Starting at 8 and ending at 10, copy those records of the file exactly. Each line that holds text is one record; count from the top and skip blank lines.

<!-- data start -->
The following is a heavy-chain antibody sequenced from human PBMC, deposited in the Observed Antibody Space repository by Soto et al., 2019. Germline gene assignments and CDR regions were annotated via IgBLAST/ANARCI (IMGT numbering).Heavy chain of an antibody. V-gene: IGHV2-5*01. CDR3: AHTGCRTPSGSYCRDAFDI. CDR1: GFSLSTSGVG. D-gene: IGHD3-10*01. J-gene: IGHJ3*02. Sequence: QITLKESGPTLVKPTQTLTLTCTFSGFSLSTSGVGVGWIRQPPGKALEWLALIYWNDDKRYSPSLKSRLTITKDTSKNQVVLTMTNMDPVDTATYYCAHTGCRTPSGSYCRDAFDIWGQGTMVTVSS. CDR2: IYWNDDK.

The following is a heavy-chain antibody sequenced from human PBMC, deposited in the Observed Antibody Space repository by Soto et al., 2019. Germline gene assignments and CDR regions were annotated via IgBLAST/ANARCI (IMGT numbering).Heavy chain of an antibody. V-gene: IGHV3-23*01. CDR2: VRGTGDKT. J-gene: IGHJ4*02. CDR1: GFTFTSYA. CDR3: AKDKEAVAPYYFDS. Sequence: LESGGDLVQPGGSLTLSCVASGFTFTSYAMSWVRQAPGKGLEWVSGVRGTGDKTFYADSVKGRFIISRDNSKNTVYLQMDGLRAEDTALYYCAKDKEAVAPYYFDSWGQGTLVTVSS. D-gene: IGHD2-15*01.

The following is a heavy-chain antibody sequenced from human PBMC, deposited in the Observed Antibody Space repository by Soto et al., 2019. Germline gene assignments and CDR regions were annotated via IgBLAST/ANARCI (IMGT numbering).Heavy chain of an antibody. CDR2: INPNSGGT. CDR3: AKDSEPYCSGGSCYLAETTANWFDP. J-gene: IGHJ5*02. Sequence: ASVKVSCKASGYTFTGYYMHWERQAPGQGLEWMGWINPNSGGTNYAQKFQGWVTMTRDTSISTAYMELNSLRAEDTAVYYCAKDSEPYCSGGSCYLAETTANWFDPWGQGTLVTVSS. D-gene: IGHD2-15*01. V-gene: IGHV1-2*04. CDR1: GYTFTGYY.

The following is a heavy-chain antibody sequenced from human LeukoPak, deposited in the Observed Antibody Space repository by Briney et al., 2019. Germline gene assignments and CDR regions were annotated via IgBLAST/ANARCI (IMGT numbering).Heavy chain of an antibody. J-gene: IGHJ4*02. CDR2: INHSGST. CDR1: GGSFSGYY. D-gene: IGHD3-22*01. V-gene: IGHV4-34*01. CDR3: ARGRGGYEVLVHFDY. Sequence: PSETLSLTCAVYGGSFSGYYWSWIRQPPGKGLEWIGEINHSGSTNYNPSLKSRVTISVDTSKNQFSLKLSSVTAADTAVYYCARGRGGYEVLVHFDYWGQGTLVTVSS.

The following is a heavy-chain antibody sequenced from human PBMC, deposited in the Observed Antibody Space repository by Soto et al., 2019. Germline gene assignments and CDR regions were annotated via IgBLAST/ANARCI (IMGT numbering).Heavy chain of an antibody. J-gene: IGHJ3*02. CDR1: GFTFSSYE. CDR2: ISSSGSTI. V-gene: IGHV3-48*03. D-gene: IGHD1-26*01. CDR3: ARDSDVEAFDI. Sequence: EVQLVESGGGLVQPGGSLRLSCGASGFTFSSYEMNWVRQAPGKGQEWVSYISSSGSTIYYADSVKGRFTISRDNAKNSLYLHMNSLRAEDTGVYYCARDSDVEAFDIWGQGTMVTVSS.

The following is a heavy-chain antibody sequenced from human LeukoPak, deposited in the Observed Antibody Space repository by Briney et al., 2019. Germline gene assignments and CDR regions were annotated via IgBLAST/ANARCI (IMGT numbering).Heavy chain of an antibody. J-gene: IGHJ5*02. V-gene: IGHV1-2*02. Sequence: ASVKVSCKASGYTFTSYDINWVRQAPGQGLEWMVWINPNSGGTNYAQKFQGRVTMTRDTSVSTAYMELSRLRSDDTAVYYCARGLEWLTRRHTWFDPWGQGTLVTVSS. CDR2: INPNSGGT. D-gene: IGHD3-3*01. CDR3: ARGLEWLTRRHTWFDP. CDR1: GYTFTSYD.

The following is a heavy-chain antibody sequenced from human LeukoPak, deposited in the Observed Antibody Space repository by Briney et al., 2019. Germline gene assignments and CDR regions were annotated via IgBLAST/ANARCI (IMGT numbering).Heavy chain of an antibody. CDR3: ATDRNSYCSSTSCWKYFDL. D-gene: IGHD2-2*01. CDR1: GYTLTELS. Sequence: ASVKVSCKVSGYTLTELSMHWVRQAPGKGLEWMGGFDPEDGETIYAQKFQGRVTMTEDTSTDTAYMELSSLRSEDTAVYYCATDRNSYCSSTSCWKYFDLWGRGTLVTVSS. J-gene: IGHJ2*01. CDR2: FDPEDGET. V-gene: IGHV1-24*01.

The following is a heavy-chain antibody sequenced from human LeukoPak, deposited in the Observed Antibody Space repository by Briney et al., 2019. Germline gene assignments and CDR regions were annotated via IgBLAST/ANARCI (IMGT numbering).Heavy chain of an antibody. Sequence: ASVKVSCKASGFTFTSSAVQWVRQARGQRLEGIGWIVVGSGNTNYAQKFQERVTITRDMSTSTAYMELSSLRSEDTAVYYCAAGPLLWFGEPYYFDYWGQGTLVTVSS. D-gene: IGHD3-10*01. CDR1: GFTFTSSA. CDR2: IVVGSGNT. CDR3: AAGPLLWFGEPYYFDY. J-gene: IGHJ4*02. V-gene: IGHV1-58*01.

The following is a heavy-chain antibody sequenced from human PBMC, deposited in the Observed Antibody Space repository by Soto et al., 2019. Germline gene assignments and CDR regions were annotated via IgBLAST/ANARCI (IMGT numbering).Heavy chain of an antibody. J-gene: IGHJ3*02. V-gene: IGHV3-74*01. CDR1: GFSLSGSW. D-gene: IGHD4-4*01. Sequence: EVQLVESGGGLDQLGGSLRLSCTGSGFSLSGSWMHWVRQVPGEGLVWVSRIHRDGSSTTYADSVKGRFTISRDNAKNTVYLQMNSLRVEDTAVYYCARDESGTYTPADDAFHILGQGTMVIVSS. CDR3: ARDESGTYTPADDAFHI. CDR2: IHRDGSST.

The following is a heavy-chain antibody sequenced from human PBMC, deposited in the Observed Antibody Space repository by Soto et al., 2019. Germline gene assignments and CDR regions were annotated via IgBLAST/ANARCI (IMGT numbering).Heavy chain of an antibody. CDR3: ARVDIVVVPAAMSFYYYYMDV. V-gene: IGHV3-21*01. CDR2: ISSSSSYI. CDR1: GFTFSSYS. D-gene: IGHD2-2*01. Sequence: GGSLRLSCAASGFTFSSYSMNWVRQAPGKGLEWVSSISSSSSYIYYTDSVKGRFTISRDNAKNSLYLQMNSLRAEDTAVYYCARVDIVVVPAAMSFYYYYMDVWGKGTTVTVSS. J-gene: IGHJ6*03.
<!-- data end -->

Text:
The following is a heavy-chain antibody sequenced from human LeukoPak, deposited in the Observed Antibody Space repository by Briney et al., 2019. Germline gene assignments and CDR regions were annotated via IgBLAST/ANARCI (IMGT numbering).Heavy chain of an antibody. Sequence: ASVKVSCKASGFTFTSSAVQWVRQARGQRLEGIGWIVVGSGNTNYAQKFQERVTITRDMSTSTAYMELSSLRSEDTAVYYCAAGPLLWFGEPYYFDYWGQGTLVTVSS. D-gene: IGHD3-10*01. CDR1: GFTFTSSA. CDR2: IVVGSGNT. CDR3: AAGPLLWFGEPYYFDY. J-gene: IGHJ4*02. V-gene: IGHV1-58*01.

The following is a heavy-chain antibody sequenced from human PBMC, deposited in the Observed Antibody Space repository by Soto et al., 2019. Germline gene assignments and CDR regions were annotated via IgBLAST/ANARCI (IMGT numbering).Heavy chain of an antibody. J-gene: IGHJ3*02. V-gene: IGHV3-74*01. CDR1: GFSLSGSW. D-gene: IGHD4-4*01. Sequence: EVQLVESGGGLDQLGGSLRLSCTGSGFSLSGSWMHWVRQVPGEGLVWVSRIHRDGSSTTYADSVKGRFTISRDNAKNTVYLQMNSLRVEDTAVYYCARDESGTYTPADDAFHILGQGTMVIVSS. CDR3: ARDESGTYTPADDAFHI. CDR2: IHRDGSST.

The following is a heavy-chain antibody sequenced from human PBMC, deposited in the Observed Antibody Space repository by Soto et al., 2019. Germline gene assignments and CDR regions were annotated via IgBLAST/ANARCI (IMGT numbering).Heavy chain of an antibody. CDR3: ARVDIVVVPAAMSFYYYYMDV. V-gene: IGHV3-21*01. CDR2: ISSSSSYI. CDR1: GFTFSSYS. D-gene: IGHD2-2*01. Sequence: GGSLRLSCAASGFTFSSYSMNWVRQAPGKGLEWVSSISSSSSYIYYTDSVKGRFTISRDNAKNSLYLQMNSLRAEDTAVYYCARVDIVVVPAAMSFYYYYMDVWGKGTTVTVSS. J-gene: IGHJ6*03.